How is the recurrent laryngeal nerve identified and preserved in thyroid surgery?

Updated: Feb 27, 2020
  • Author: Pramod K Sharma, MD; Chief Editor: Arlen D Meyers, MD, MBA  more...
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Several approaches are used to identify and preserve the RLN. The authors' preferred approach involves finding the nerve at its point of laryngeal entry, which is approximately 0.5 cm below the inferior cornu of the thyroid cartilage. Thyroid tissue in the region of the ligament of Berry is meticulously dissected from the trachea by carefully ligating traversing vessels. This technique exposes the RLN as it enters the larynx. It also minimizes the compromise of blood supply to the parathyroids and limits the extent of dissection involving the nerve.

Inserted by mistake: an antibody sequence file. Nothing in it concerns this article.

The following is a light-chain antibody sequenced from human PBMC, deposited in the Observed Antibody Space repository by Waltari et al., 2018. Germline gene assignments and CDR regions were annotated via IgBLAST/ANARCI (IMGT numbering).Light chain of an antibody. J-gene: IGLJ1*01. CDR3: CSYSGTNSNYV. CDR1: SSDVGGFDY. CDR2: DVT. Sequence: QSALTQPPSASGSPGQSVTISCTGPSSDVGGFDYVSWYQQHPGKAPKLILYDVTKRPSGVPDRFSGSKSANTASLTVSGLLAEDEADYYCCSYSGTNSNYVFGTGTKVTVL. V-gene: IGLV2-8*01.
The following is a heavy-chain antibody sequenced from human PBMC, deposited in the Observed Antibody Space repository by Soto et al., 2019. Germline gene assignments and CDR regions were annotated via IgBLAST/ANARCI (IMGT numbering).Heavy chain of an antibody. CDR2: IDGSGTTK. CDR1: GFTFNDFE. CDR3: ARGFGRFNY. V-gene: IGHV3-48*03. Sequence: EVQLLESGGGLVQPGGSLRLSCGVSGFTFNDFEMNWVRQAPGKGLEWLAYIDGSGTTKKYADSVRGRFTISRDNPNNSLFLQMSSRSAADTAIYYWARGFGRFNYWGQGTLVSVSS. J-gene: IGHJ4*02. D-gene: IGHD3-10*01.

Thick connective tissue called the Berry ligament attaches the thyroid to the trachea at the level of the second or third tracheal ring. This is the most common site of injury to the RLN The nerve may run deep to the ligament, pass through it, or even penetrate the gland a short distance at this level. Be extremely careful in this area during surgery. Retraction of the thyroid lobe may result in traction injury and make the nerve susceptible to transection. The path of the nerve must be clearly identified.

Continuous electrophysiologic monitoring of the RLN during thyroid surgery is easily performed. Two EMG devices include an endotracheal-tube electrode (Xomed-Treace, Jacksonville, FL) and an RLN-postcricoid-laryngeal surface electrode. Both provide useful EMG information and help to reveal the location of the RLN.

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